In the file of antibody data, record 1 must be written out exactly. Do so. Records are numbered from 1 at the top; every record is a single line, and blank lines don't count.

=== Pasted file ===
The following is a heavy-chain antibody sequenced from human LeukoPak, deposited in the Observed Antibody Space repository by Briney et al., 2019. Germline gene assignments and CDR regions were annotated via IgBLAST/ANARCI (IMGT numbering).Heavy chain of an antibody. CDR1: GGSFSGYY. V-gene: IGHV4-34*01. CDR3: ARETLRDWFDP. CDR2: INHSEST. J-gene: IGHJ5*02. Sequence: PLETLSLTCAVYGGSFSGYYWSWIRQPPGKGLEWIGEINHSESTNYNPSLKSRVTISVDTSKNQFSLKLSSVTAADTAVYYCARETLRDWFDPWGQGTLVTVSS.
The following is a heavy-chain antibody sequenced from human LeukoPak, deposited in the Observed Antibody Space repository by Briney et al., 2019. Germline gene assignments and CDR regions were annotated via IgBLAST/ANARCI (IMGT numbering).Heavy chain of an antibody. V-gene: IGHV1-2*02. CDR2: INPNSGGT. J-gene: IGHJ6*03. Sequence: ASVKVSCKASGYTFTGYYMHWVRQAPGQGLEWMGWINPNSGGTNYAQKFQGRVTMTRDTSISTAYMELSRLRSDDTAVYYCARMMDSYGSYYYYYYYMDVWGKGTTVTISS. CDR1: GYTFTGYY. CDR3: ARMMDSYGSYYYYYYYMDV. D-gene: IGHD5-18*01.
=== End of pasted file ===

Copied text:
The following is a heavy-chain antibody sequenced from human LeukoPak, deposited in the Observed Antibody Space repository by Briney et al., 2019. Germline gene assignments and CDR regions were annotated via IgBLAST/ANARCI (IMGT numbering).Heavy chain of an antibody. CDR1: GGSFSGYY. V-gene: IGHV4-34*01. CDR3: ARETLRDWFDP. CDR2: INHSEST. J-gene: IGHJ5*02. Sequence: PLETLSLTCAVYGGSFSGYYWSWIRQPPGKGLEWIGEINHSESTNYNPSLKSRVTISVDTSKNQFSLKLSSVTAADTAVYYCARETLRDWFDPWGQGTLVTVSS.